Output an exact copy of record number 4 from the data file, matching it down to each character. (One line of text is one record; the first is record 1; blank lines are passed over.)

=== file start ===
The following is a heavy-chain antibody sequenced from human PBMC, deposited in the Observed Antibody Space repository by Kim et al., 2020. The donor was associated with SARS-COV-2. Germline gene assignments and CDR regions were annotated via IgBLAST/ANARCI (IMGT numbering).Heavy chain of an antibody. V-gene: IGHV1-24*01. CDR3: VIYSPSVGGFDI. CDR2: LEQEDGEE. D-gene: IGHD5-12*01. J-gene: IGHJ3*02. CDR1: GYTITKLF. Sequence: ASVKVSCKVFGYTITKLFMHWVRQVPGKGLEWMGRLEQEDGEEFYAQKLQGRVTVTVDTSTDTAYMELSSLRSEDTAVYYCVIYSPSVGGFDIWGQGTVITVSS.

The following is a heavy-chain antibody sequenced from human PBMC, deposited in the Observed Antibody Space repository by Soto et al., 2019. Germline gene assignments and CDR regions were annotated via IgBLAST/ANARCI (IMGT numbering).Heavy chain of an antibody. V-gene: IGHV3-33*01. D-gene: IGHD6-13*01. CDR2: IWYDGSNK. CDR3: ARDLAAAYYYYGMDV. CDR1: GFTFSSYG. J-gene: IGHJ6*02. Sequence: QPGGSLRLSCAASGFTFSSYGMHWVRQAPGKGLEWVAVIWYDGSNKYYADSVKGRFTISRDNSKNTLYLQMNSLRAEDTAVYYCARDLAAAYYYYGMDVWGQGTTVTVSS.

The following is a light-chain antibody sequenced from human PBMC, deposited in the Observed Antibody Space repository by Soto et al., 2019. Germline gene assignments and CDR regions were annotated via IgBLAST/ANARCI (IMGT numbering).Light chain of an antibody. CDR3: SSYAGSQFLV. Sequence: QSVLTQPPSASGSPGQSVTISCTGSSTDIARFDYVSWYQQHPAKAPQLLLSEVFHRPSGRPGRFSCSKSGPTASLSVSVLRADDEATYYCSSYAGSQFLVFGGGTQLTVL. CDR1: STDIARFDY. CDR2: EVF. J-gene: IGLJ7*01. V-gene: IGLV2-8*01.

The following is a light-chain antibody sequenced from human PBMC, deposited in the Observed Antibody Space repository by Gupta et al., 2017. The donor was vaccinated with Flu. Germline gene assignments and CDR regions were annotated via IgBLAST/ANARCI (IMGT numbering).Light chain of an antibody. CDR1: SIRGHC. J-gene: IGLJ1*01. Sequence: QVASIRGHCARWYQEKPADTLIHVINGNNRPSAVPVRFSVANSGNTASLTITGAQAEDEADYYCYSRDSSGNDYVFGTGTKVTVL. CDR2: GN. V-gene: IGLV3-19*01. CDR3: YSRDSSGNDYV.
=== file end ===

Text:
The following is a light-chain antibody sequenced from human PBMC, deposited in the Observed Antibody Space repository by Gupta et al., 2017. The donor was vaccinated with Flu. Germline gene assignments and CDR regions were annotated via IgBLAST/ANARCI (IMGT numbering).Light chain of an antibody. CDR1: SIRGHC. J-gene: IGLJ1*01. Sequence: QVASIRGHCARWYQEKPADTLIHVINGNNRPSAVPVRFSVANSGNTASLTITGAQAEDEADYYCYSRDSSGNDYVFGTGTKVTVL. CDR2: GN. V-gene: IGLV3-19*01. CDR3: YSRDSSGNDYV.